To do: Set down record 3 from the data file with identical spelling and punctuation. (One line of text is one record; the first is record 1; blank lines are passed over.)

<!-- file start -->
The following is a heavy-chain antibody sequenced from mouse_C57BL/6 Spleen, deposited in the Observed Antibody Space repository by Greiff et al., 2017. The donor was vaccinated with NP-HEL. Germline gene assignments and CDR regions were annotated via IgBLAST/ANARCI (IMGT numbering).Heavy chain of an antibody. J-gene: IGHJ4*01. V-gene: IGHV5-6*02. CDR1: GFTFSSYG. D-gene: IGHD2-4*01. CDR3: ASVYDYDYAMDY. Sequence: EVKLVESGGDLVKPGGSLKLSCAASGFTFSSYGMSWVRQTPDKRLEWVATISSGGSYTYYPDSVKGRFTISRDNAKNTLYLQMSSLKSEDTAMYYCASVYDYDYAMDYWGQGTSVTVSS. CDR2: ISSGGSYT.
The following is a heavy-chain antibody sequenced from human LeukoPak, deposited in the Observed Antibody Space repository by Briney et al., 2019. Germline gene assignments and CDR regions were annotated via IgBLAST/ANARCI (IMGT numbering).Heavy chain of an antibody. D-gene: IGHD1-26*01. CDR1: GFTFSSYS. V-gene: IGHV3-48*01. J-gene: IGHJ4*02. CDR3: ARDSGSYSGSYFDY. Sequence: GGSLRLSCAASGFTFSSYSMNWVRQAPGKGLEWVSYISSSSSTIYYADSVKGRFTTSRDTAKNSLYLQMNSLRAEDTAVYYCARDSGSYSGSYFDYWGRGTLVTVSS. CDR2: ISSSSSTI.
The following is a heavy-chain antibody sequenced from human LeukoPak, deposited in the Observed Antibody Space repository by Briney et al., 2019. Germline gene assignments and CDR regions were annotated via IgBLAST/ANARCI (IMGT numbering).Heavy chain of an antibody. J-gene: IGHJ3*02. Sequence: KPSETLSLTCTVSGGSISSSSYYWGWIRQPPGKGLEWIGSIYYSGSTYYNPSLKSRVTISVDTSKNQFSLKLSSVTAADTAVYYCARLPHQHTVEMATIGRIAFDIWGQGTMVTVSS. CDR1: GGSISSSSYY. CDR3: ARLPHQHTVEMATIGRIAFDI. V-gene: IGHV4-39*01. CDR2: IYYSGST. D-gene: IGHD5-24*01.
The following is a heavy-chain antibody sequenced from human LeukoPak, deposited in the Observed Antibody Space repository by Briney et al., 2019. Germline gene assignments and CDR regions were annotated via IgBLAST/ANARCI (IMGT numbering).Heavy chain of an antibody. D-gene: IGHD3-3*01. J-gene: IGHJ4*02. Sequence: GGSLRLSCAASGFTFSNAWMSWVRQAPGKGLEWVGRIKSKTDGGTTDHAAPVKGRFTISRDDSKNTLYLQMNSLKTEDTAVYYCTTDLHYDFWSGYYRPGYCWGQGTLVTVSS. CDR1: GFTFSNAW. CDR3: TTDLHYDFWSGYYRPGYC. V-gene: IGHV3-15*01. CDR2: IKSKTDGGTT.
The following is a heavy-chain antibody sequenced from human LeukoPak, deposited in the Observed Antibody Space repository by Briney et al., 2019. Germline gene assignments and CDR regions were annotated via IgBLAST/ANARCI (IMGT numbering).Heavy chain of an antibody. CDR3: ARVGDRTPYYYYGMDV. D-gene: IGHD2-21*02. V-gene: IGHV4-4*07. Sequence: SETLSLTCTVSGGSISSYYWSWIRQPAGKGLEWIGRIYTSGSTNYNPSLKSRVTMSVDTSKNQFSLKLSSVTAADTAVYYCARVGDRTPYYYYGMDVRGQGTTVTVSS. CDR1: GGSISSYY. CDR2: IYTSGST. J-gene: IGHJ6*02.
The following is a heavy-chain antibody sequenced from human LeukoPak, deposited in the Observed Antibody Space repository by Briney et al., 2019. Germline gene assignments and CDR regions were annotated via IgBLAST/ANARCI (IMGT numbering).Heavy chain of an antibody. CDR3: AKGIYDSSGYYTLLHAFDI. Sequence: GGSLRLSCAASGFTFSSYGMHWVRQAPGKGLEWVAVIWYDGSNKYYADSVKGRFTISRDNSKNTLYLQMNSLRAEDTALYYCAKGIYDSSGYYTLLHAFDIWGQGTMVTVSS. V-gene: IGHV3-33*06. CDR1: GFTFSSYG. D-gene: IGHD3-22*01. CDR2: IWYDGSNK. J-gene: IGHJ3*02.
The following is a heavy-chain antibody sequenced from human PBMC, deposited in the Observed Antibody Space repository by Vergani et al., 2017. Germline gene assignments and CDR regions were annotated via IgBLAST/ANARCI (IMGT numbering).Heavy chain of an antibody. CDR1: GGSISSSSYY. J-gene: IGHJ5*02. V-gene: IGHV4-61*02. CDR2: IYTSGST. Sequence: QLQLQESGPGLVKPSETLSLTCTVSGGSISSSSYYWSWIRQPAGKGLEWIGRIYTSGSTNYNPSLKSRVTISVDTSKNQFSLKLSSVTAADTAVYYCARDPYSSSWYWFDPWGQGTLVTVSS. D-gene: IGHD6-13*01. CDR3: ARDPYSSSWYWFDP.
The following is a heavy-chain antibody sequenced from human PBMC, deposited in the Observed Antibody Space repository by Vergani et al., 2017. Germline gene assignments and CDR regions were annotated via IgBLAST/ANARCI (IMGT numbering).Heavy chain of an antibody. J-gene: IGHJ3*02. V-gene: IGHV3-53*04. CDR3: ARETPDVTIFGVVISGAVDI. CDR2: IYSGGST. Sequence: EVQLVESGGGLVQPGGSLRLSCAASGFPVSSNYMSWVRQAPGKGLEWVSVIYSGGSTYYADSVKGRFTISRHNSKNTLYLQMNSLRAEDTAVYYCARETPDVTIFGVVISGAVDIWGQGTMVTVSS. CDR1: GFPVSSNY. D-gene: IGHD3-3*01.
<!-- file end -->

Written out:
The following is a heavy-chain antibody sequenced from human LeukoPak, deposited in the Observed Antibody Space repository by Briney et al., 2019. Germline gene assignments and CDR regions were annotated via IgBLAST/ANARCI (IMGT numbering).Heavy chain of an antibody. J-gene: IGHJ3*02. Sequence: KPSETLSLTCTVSGGSISSSSYYWGWIRQPPGKGLEWIGSIYYSGSTYYNPSLKSRVTISVDTSKNQFSLKLSSVTAADTAVYYCARLPHQHTVEMATIGRIAFDIWGQGTMVTVSS. CDR1: GGSISSSSYY. CDR3: ARLPHQHTVEMATIGRIAFDI. V-gene: IGHV4-39*01. CDR2: IYYSGST. D-gene: IGHD5-24*01.